This scenario is unlikely but would be positive for Russian and EU interests, though negative for the Intermarium’s.
It’s not known exactly how this could play out, but there’s a conceivable chance that the EU might make an attempt to be “neutral” by “balancing” its interests between Croatia and Slovenia, but inadvertently behaving in such a clumsy and ill-thought-out way that it ends up angering both of them and accomplishing none of the lofty goals that it intended to do. This outcome would be totally counterproductive to its interests by driving both states deeper into the Intermarium’s embrace for separate reasons, potentially because they would each feel slighted in their own way based on how Brussels dealt with the Gulf of Piran and Teran wine issues. The Intermarium would happily welcome this development because it would serve as a convincing ‘proof of concept’ for the Polish-Hungarian initiative by showcasing the reason why Central and Eastern Europe needs to band together to reform the EU.
Russia, being suspicious about the long-term geostrategic goal of the Three Seas Initiative and uncertain about the success that its more “mild” members will have in restraining the rabidly Russophobic ones, would probably have no clearly defined interest as of now in terms of this particular scenario, though the same can’t be said for the EU, which stands to experience a double whammy of strategic losses if Croatia and Slovenia “defect” even more to the Intermarium. Poland and Hungary would be elated because their joint dream of restoring the historic Polish-Hungarian Strategic Partnership in modern-day conditions and with game-changing implications would become more viable than ever before, bestowing them with a boost of confidence in believing that their long-heralded vision of a Central European “renaissance” is right around the corner.
For these reasons, this scenario is probable despite it being difficult to accurately ascertain its prospects. If fulfilled, it would work to benefit of the Intermarium’s grand strategic interests while contrarily harming the EU’s, but the effect that it would have on Russia is mixed and incapable of being forecasted at this time.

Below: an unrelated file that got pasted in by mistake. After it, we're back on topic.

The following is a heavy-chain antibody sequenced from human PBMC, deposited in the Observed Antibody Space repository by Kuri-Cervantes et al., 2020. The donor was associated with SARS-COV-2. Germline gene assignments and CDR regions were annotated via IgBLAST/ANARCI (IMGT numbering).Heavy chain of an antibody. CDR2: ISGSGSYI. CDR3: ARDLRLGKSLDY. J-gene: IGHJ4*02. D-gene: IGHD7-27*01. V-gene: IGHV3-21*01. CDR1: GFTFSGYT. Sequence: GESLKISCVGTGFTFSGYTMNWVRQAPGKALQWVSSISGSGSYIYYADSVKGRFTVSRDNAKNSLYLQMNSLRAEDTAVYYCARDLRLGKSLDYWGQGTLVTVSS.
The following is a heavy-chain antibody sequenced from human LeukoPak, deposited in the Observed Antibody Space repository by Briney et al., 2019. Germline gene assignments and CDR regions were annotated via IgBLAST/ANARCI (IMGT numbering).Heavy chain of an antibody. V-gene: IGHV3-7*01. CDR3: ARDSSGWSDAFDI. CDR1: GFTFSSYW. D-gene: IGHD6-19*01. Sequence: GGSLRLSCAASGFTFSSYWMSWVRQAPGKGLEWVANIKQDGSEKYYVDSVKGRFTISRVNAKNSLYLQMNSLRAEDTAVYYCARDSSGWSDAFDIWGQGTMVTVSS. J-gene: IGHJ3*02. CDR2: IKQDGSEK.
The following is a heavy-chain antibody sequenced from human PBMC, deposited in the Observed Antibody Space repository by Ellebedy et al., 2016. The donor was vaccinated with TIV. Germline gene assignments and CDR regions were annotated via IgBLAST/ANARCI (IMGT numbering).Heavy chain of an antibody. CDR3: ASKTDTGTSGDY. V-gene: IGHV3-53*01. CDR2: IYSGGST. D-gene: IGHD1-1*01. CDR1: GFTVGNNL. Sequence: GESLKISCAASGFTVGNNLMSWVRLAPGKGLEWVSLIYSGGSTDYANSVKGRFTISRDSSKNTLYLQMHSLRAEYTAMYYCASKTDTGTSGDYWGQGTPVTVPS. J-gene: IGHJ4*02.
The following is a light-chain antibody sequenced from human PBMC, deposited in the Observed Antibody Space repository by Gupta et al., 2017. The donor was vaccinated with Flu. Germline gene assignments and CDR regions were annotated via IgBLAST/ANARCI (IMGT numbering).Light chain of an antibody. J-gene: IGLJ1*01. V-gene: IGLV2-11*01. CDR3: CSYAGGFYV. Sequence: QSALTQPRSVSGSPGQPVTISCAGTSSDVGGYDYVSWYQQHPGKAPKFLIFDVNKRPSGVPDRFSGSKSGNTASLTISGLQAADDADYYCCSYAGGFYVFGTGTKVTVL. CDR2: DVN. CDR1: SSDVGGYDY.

On the surface of things, the bickering between two tiny Balkan countries over maritime territory and wine sales doesn’t seem like all that big of a deal in the larger context of European and global geopolitics, but upon further examination, the case can solidly be made that the resolution of the Croatian-Slovenian spat will have profound consequences on the ideological-strategic balance of power within the EU.
Depending on Brussels’ role in determining the outcome of these two increasingly bitter disagreements, the Polish-Hungarian Intermarium of “EuroRealist” (“Euroskeptic”) interests will either be weakened or strengthened, which would then impact on the odds that the Central and Eastern European countries gathered together in the Three Seas Initiative can succeed in reforming the EU along the lines of their decentralized regionally-focused vision.
Whether or not the Intermarium ultimately achieves its goal is another matter, but it’s this indirect and sequentially related dynamic which imparts the Croatian-Slovenian disputes with far-reaching importance and makes them worthy of monitoring as bellwethers of the EU’s possible future.
DISCLAIMER: The author writes for this publication in a private capacity which is unrepresentative of anyone or any organization except for his own personal views. Nothing written by the author should ever be conflated with the editorial views or official positions of any other media outlet or institution.